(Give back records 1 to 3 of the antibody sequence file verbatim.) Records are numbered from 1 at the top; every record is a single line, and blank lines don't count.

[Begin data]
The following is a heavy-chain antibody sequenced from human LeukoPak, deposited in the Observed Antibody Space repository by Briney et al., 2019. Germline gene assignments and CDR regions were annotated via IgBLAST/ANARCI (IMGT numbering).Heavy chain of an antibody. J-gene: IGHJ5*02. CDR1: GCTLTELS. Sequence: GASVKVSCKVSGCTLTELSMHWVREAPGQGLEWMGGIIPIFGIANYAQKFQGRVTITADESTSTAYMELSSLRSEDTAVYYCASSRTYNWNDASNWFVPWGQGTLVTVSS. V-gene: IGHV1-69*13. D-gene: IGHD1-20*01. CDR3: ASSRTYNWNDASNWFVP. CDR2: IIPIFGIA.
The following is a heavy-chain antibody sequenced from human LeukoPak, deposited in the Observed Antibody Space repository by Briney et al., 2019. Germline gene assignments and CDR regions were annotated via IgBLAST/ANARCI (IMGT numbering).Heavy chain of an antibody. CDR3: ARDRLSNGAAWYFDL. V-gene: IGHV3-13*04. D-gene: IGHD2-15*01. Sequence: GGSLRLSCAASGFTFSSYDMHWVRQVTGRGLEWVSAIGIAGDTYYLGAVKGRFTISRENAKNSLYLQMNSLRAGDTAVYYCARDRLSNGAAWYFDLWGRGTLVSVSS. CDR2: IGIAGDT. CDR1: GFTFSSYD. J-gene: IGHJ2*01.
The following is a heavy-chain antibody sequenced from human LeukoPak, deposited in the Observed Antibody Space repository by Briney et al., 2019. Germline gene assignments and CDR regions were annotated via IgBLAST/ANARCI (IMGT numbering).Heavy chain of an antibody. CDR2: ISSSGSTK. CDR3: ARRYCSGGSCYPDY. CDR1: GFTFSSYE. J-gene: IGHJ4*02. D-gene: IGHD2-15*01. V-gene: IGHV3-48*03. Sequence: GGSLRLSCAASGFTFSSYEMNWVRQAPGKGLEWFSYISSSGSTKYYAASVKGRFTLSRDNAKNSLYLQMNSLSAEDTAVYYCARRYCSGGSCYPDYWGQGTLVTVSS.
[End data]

The following is a heavy-chain antibody sequenced from human LeukoPak, deposited in the Observed Antibody Space repository by Briney et al., 2019. Germline gene assignments and CDR regions were annotated via IgBLAST/ANARCI (IMGT numbering).Heavy chain of an antibody. J-gene: IGHJ5*02. CDR1: GCTLTELS. Sequence: GASVKVSCKVSGCTLTELSMHWVREAPGQGLEWMGGIIPIFGIANYAQKFQGRVTITADESTSTAYMELSSLRSEDTAVYYCASSRTYNWNDASNWFVPWGQGTLVTVSS. V-gene: IGHV1-69*13. D-gene: IGHD1-20*01. CDR3: ASSRTYNWNDASNWFVP. CDR2: IIPIFGIA.
The following is a heavy-chain antibody sequenced from human LeukoPak, deposited in the Observed Antibody Space repository by Briney et al., 2019. Germline gene assignments and CDR regions were annotated via IgBLAST/ANARCI (IMGT numbering).Heavy chain of an antibody. CDR3: ARDRLSNGAAWYFDL. V-gene: IGHV3-13*04. D-gene: IGHD2-15*01. Sequence: GGSLRLSCAASGFTFSSYDMHWVRQVTGRGLEWVSAIGIAGDTYYLGAVKGRFTISRENAKNSLYLQMNSLRAGDTAVYYCARDRLSNGAAWYFDLWGRGTLVSVSS. CDR2: IGIAGDT. CDR1: GFTFSSYD. J-gene: IGHJ2*01.
The following is a heavy-chain antibody sequenced from human LeukoPak, deposited in the Observed Antibody Space repository by Briney et al., 2019. Germline gene assignments and CDR regions were annotated via IgBLAST/ANARCI (IMGT numbering).Heavy chain of an antibody. CDR2: ISSSGSTK. CDR3: ARRYCSGGSCYPDY. CDR1: GFTFSSYE. J-gene: IGHJ4*02. D-gene: IGHD2-15*01. V-gene: IGHV3-48*03. Sequence: GGSLRLSCAASGFTFSSYEMNWVRQAPGKGLEWFSYISSSGSTKYYAASVKGRFTLSRDNAKNSLYLQMNSLSAEDTAVYYCARRYCSGGSCYPDYWGQGTLVTVSS.